The answer in principle is of course not. In practice, not so clear. This is something I talked about back in October 2013, and there are no signs that things are getting better. Alex Marsh makes the same point in the context of the latest budget. This antagonism to ‘unhelpful’ evidence is out there in plain sight for all to see in the UK government’s current attempt to deny academics in receipt of public funding the ability to talk about the policy implications of their work. I talked about this in terms of the misuse of the term ‘public money’ a few weeks ago, but it is also a pretty direct attempt to suppress unhelpful advice. (Note that ministers have the power under this proposed legislation to revoke this ban in individual cases, presumably when evidence is ‘helpful’ - to them.)
Of course we are not talking about a hostility to evidence based policy by everyone on the right on all occasions. In a THE article by Ben Goldacre, where he also highlights the dangers of the government’s proposed legislation, he details the extent to which he is talking to ministers about evidence based policy. But that interest does not seem to extend to big macro decisions. I was reminded in reading this about what I regard as a triumph of evidence based policy making in my own area: the UK Treasury analysis of Euro entry in 2003. (Disclaimer: my little contribution is the fourth one down in the picture of the reports.) Why didn’t this government do something similar for both the Scottish referendum and the EU referendum?
Everytime I mention the 2003 exercise someone responds that it was just a smokescreen for a power play between Brown and Blair. I think this is an overly cynical view, a view that evidence never changes anyone’s mind. Ramsden’s own view is that the civil service, using the evidence, “ultimately persuaded both the Chancellor and in particular the Prime Minister that it wasn't right to join." It was also the right decision. With both recent referendums we have seen proponents of change putting out documents suggesting that change will not be economically damaging, when most evidence shows pretty clearly that it will be. With the EU referendum in particular, would it not have been better if the government had asked the Treasury to do a similar exercise to 2003, using outside experts where appropriate to provide or validate the technical analysis?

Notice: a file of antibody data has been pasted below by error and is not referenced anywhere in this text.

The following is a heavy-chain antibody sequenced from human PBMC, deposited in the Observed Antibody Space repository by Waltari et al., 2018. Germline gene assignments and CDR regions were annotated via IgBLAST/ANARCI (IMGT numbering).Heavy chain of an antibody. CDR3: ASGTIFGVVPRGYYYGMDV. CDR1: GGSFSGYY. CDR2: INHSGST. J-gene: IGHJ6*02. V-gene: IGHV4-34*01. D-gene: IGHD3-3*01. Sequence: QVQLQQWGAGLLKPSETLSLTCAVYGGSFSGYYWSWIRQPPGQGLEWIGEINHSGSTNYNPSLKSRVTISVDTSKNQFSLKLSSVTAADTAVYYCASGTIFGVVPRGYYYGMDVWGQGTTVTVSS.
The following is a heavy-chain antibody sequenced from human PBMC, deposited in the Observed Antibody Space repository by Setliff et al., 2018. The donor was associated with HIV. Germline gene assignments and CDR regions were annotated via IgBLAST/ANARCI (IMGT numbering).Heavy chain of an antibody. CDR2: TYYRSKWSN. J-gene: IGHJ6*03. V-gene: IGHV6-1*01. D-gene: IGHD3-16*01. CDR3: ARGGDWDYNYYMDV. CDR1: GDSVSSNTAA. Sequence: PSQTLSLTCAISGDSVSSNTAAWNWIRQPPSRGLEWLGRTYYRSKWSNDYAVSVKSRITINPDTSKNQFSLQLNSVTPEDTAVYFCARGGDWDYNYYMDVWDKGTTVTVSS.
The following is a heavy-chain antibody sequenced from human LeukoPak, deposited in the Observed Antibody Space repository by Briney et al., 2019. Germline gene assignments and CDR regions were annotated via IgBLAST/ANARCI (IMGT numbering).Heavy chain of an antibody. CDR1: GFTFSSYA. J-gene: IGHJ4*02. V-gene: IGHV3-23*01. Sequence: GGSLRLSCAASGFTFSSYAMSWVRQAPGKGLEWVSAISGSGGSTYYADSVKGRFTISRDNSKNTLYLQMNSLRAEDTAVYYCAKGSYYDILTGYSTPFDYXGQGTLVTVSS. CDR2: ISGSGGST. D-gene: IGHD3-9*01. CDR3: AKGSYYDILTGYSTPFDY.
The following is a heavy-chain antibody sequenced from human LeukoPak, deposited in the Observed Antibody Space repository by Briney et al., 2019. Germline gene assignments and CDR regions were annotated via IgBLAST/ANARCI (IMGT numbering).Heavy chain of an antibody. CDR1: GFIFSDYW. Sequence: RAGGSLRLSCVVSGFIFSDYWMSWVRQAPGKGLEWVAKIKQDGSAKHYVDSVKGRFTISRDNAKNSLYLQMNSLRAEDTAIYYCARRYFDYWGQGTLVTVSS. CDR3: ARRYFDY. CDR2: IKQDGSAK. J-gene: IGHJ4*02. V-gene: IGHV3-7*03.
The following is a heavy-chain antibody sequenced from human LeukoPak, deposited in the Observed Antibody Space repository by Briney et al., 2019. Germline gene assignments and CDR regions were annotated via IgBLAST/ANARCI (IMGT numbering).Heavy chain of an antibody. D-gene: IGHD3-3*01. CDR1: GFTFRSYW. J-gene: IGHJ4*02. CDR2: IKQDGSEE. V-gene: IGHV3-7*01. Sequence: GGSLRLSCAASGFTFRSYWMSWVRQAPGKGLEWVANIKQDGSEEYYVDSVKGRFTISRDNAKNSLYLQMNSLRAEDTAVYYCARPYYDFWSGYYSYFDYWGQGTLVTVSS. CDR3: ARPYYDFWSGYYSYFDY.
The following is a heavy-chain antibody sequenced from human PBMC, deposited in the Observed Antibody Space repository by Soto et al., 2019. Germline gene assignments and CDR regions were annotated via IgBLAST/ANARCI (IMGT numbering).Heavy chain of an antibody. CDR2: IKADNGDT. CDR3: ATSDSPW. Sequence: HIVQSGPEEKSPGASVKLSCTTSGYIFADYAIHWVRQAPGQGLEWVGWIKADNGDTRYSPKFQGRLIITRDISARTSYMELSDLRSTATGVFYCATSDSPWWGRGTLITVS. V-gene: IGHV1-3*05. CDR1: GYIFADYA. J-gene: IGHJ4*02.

Ben Goldacre’s piece reminded me of my own recent place on John McDonnell’s Economic Advisory Council (EAC). From Ben’s tweets I knew that he was not the greatest fan of this government, and in particular their current treatment of junior doctors, so I asked him whether he had received any negative comments from doctors or others about him giving advice to the government. I was not surprised to hear he had not. Who could object to him taking the opportunity to argue for better use of data and trials in medicine and elsewhere with people who just might do something about it?
It is a shame that some people did not take the same view when I agreed to be on the EAC. I would lose credibility as a macroeconomist, I was told. When McDonnell did his U-turn about supporting the fiscal charter, some suggested this reflected badly on me, even though he had turned in the direction I thought was correct! One charge in particular was levelled at the time. We were being used to make the leadership look respectable, but our advice would in practice be ignored. A couple of weeks ago Labour adopted a fiscal rule which is based on my own work with Jonathan Portes, and in particular by a presentation I made to the group. Mariana Mazzucato’s own work has also featured strongly in Labour party speeches, with good reason.
At the end of the day, policy makers need to look at evidence. If they do not we need strong mechanisms that allow them to be confronted by this evidence. Policy makers that make space for evidence and take decisions based on it need to be congratulated for this, rather than being told their efforts were just a smokescreen. They should be congratulated because letting evidence in often involves a risk: not just to the policy maker’s priors or preferences but also for scrutiny of past actions. Equally we should regard policymakers who knowingly ignore evidence with great suspicion, and those that try to deliberately keep evidence out of the public domain should be condemned.